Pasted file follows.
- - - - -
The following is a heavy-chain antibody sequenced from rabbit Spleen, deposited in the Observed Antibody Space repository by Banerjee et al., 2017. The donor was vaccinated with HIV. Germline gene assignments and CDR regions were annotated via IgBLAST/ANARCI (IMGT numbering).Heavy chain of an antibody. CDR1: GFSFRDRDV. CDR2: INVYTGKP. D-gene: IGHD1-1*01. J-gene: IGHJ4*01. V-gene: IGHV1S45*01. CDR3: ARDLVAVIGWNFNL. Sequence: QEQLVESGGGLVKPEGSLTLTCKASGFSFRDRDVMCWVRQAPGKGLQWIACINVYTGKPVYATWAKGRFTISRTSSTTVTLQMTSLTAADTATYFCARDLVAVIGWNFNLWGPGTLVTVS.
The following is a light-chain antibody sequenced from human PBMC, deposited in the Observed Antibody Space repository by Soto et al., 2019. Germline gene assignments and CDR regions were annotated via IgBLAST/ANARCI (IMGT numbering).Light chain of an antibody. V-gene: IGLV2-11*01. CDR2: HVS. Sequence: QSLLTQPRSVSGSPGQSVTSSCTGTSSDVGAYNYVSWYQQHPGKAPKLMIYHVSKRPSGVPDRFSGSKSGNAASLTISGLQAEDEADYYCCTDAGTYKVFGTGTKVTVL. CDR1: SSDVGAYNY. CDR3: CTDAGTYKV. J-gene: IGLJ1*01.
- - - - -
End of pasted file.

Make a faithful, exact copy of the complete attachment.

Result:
The following is a heavy-chain antibody sequenced from rabbit Spleen, deposited in the Observed Antibody Space repository by Banerjee et al., 2017. The donor was vaccinated with HIV. Germline gene assignments and CDR regions were annotated via IgBLAST/ANARCI (IMGT numbering).Heavy chain of an antibody. CDR1: GFSFRDRDV. CDR2: INVYTGKP. D-gene: IGHD1-1*01. J-gene: IGHJ4*01. V-gene: IGHV1S45*01. CDR3: ARDLVAVIGWNFNL. Sequence: QEQLVESGGGLVKPEGSLTLTCKASGFSFRDRDVMCWVRQAPGKGLQWIACINVYTGKPVYATWAKGRFTISRTSSTTVTLQMTSLTAADTATYFCARDLVAVIGWNFNLWGPGTLVTVS.
The following is a light-chain antibody sequenced from human PBMC, deposited in the Observed Antibody Space repository by Soto et al., 2019. Germline gene assignments and CDR regions were annotated via IgBLAST/ANARCI (IMGT numbering).Light chain of an antibody. V-gene: IGLV2-11*01. CDR2: HVS. Sequence: QSLLTQPRSVSGSPGQSVTSSCTGTSSDVGAYNYVSWYQQHPGKAPKLMIYHVSKRPSGVPDRFSGSKSGNAASLTISGLQAEDEADYYCCTDAGTYKVFGTGTKVTVL. CDR1: SSDVGAYNY. CDR3: CTDAGTYKV. J-gene: IGLJ1*01.